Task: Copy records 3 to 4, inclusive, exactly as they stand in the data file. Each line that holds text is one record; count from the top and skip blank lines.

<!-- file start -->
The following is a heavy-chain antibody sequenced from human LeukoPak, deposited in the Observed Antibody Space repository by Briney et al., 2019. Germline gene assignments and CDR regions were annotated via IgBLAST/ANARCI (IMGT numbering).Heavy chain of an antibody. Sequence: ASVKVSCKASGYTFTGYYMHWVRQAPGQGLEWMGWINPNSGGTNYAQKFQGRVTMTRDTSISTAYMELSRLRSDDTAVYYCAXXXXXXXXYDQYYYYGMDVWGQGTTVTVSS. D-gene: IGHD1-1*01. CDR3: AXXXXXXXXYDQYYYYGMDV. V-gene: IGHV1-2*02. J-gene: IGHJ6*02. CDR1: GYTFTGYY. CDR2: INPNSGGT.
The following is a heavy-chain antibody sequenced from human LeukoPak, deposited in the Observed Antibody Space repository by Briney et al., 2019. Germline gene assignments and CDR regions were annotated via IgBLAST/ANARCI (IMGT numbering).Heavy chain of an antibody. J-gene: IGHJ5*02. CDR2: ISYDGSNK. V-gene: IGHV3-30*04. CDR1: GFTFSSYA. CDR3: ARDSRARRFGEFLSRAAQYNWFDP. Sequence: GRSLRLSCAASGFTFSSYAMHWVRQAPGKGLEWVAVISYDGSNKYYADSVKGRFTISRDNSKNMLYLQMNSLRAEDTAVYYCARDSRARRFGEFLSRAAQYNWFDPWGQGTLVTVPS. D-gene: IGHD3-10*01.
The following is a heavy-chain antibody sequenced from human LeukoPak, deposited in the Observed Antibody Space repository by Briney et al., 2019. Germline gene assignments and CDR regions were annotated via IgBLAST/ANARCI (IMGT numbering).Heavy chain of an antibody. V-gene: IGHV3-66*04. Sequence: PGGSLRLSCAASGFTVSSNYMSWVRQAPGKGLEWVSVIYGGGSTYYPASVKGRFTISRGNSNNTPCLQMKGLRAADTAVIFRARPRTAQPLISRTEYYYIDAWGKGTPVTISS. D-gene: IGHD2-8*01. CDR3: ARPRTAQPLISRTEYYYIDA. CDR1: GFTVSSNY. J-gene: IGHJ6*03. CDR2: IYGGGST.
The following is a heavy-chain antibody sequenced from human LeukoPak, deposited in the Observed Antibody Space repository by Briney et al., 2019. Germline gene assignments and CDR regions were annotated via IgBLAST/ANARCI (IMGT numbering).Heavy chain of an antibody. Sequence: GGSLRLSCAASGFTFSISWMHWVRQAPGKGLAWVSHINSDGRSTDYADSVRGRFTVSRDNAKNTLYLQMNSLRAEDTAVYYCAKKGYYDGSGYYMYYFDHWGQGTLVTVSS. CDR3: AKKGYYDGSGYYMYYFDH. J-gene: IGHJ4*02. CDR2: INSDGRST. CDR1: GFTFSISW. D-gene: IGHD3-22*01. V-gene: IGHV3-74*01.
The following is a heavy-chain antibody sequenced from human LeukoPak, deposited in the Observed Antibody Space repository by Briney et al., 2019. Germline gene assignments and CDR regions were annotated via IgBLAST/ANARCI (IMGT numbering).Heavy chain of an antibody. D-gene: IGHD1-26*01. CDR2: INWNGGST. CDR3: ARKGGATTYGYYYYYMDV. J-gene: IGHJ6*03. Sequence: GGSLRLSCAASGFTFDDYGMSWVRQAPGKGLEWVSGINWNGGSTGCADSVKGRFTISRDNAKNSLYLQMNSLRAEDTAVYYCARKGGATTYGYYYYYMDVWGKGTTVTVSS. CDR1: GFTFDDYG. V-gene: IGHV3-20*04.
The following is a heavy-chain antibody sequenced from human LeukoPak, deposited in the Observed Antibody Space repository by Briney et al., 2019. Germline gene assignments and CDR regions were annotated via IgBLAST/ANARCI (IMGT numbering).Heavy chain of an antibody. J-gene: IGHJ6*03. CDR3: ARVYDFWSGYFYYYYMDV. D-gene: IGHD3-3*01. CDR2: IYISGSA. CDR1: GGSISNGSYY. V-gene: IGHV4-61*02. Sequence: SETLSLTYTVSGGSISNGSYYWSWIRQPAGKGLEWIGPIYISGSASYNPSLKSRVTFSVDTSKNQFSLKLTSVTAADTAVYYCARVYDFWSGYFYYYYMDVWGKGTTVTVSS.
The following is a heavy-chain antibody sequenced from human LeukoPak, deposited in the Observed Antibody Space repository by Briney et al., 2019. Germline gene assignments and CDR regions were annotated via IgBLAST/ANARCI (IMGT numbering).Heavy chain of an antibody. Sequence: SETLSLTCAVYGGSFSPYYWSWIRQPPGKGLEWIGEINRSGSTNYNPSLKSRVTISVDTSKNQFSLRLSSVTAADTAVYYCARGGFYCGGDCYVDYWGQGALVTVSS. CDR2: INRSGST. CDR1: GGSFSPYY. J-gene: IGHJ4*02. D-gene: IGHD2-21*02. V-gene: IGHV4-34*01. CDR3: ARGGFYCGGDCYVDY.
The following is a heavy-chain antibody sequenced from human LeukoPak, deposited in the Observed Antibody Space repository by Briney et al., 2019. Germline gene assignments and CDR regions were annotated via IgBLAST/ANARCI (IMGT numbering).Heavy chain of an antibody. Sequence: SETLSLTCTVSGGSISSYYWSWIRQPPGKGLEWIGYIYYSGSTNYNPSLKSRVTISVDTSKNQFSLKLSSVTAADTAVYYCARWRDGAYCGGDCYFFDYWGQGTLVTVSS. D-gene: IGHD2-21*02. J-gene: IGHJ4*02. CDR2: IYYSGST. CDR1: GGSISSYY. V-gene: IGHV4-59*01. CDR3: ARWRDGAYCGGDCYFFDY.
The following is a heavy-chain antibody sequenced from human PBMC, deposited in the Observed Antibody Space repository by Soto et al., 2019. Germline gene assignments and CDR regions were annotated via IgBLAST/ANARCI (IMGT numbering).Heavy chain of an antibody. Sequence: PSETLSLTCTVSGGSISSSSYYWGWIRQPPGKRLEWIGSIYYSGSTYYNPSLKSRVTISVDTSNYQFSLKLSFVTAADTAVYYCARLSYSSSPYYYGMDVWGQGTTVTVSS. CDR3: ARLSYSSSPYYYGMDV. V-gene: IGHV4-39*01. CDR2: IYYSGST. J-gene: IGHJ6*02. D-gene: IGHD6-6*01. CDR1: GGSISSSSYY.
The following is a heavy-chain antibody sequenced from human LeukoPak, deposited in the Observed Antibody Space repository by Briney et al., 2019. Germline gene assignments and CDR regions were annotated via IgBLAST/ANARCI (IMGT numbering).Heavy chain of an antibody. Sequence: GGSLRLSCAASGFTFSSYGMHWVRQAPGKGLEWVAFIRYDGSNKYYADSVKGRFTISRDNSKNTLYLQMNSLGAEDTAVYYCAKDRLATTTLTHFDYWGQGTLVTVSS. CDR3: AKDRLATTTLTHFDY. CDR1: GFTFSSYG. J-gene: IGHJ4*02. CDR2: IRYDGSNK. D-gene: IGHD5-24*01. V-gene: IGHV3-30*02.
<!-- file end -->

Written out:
The following is a heavy-chain antibody sequenced from human LeukoPak, deposited in the Observed Antibody Space repository by Briney et al., 2019. Germline gene assignments and CDR regions were annotated via IgBLAST/ANARCI (IMGT numbering).Heavy chain of an antibody. V-gene: IGHV3-66*04. Sequence: PGGSLRLSCAASGFTVSSNYMSWVRQAPGKGLEWVSVIYGGGSTYYPASVKGRFTISRGNSNNTPCLQMKGLRAADTAVIFRARPRTAQPLISRTEYYYIDAWGKGTPVTISS. D-gene: IGHD2-8*01. CDR3: ARPRTAQPLISRTEYYYIDA. CDR1: GFTVSSNY. J-gene: IGHJ6*03. CDR2: IYGGGST.
The following is a heavy-chain antibody sequenced from human LeukoPak, deposited in the Observed Antibody Space repository by Briney et al., 2019. Germline gene assignments and CDR regions were annotated via IgBLAST/ANARCI (IMGT numbering).Heavy chain of an antibody. Sequence: GGSLRLSCAASGFTFSISWMHWVRQAPGKGLAWVSHINSDGRSTDYADSVRGRFTVSRDNAKNTLYLQMNSLRAEDTAVYYCAKKGYYDGSGYYMYYFDHWGQGTLVTVSS. CDR3: AKKGYYDGSGYYMYYFDH. J-gene: IGHJ4*02. CDR2: INSDGRST. CDR1: GFTFSISW. D-gene: IGHD3-22*01. V-gene: IGHV3-74*01.